House members choosing to vote with their feet

January 29, 1994|By Karen Hosler | Karen Hosler,Staff Writer

PINEY POINT, Maryland -- They work days so packed with appointments, their time is doled out in tiny dollops. They stand for re-election so often the campaign fund raising and stumping back home never seems to end.

Instead of thanks from a grateful electorate, they are widely scorned by the press and the public as a collection of crooks, philanderers and overpaid dolts.

Even here, at a private retreat in St. Mary's County for Democratic House members, one of President Clinton's top advisers felt free to poke fun at them.

"I believe strongly in both sides of that argument," Clinton economic aide Robert Rubin said in response to a question during a panel discussion, "which is why I might run for Congress sometime."

So, how many lawmakers would volunteer to leave all this glamour and power for private life? Plenty. They are breaking land speed records with the pace at which they are rushing out the door.

By the end of this week, 33 House members had announced their intention not to seek re-election -- the largest number at this point in the election cycle in more than a decade, according to a study by the Capitol Hill newspaper Roll Call.

It's not yet clear whether the tally will ultimately reach the record total of 65 House members who chose to bow out in 1992. But the departures are already ahead of the pace set then, when 26 lawmakers had announced by Jan. 23 their intentions to leave.

Given the influx of 110 new members last year and a smaller but still sizable turnover in 1990, the loss of only 30 more incumbents -- through resignation or defeat at the polls -- would mean that more than half the representatives who take office next year will have served in the 435-member body no longer than four years.

They seem to be practicing voluntary term limits.

"It's amazing," said Stuart Rothenberg, a political analyst. "The big turnover was no surprise in 1992 with reapportionment, the bank scandal and the anti-incumbent mood. I'm not really sure what's driving it this year."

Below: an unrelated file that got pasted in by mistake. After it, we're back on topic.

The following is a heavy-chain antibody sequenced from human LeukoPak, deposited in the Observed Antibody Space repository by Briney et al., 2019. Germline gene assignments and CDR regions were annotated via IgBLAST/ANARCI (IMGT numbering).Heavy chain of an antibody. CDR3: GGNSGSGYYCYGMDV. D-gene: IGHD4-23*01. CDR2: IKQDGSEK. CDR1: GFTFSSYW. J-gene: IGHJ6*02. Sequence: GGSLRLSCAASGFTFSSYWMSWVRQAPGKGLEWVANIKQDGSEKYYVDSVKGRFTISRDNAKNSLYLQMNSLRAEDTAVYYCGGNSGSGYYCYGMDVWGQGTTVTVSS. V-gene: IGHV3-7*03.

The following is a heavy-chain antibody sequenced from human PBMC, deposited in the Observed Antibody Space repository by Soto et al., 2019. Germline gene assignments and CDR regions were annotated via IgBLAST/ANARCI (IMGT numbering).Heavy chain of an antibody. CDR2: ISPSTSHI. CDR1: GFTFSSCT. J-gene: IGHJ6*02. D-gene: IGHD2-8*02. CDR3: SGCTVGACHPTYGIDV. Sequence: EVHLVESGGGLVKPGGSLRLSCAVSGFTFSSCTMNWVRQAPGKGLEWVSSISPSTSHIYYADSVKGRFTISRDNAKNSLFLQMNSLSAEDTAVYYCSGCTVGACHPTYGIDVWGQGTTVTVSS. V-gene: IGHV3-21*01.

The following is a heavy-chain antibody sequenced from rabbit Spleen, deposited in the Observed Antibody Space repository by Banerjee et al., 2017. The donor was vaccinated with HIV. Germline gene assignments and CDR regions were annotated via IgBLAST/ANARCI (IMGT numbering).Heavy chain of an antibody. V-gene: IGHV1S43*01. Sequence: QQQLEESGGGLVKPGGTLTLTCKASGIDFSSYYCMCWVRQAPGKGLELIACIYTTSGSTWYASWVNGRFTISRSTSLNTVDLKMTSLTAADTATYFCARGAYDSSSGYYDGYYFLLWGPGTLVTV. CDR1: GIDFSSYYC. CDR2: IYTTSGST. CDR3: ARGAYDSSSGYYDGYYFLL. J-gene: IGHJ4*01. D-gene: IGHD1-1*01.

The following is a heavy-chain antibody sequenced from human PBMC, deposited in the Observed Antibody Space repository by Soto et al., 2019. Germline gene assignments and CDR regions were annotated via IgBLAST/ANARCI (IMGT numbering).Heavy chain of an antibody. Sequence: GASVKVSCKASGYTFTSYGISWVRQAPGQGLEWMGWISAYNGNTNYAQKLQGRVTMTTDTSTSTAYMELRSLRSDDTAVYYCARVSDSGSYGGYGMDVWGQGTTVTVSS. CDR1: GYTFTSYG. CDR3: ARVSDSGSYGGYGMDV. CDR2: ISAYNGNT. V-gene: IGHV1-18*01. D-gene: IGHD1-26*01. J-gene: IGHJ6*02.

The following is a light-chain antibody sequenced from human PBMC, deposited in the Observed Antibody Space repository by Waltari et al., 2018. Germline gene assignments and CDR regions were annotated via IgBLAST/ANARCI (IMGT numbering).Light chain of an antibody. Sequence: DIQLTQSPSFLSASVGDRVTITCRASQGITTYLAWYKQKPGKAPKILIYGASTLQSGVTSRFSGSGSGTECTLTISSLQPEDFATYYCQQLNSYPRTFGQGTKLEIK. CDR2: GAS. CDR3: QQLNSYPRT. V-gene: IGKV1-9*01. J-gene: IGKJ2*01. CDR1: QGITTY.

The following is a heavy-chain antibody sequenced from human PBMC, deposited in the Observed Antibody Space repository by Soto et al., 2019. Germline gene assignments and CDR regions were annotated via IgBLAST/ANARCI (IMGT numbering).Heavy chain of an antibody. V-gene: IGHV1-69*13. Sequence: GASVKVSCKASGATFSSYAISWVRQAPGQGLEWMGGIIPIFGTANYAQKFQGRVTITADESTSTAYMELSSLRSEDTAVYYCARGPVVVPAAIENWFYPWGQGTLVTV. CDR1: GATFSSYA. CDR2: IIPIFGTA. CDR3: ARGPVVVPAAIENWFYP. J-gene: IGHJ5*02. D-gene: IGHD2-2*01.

House Speaker Thomas S. Foley, a Democrat from Washington state, sees it in philosophical terms. "The Congress mirrors the country. We're in a state of transition: Economically, politically, all the various movements under way in the country affect us."

But the answer seems to rest at least in part with the changing nature of the job, which many lawmakers report is increasingly tiring, frustrating and thankless.

"It's a different job than it used to be," said first-term Rep. Eric Fingerhut, an Ohio Democrat who seemed to be floating through the strategy sessions here in a kind of befuddled daze. "I can't understand why some people want to stay so long."

So far, only a few legislators have quit in a huff, the most notable being Rep. Timothy J. Penney, a 42-year-old Minnesota Democrat who pulled the plug in August on a five-term career that was just beginning to blossom.

A deficit hawk who had just won a big victory in budget negotiations with President Clinton, Mr. Penney said he was worn out from having to fight the Democratic leadership at every turn and was generally sick of the whole place. In what seemed like heresy, Mr. Penney announced he wanted to go home to Minnesota to have a regular life.

Another relatively young Democrat, 44-year-old Rep. Mike Kopetski of Oregon, bowed out in October with the explanation that his two terms in Washington had taken too high a personal toll. His marriage ended, he got arrested for drunken driving and he felt under siege by all of Washington's competing pressure groups.

Others are tired of the partisan atmosphere on the Hill.

"Congress has become so excessively partisan that the good ideas from members of both sides are routinely crushed by political posturing: the Democratic majority operates chiefly to perpetuate its domination and, in defensive response, the Republican minority retreats into a bunker mentality," complained five-term North Carolina Republican Rep. Alex J. McMillan, 61, in a retirement letter sent to his constituents in November. "Most new ideas -- especially substantive ones -- never get reported by the media unless, of course, they are radical or outrageous."

At least 13 of the departing House members are seeking higher office, most for the Senate, but a few such as Republican Helen Delich Bentley of Maryland are running for governor. A handful of others, facing potentially tough re-election races, just decided it wasn't worth the effort.

Among this year's retirees are also some very senior members who might be expected to leave at this point, such as Democrats J. J. "Jake" Pickle of Texas, 80, who has served 16 terms; Don Edwards of California, 79, also a 16-term veteran; and William D. Ford, 66, of Michigan, who is now in his 15th term.

But in the past, old-timers usually died in office or lost at the polls.

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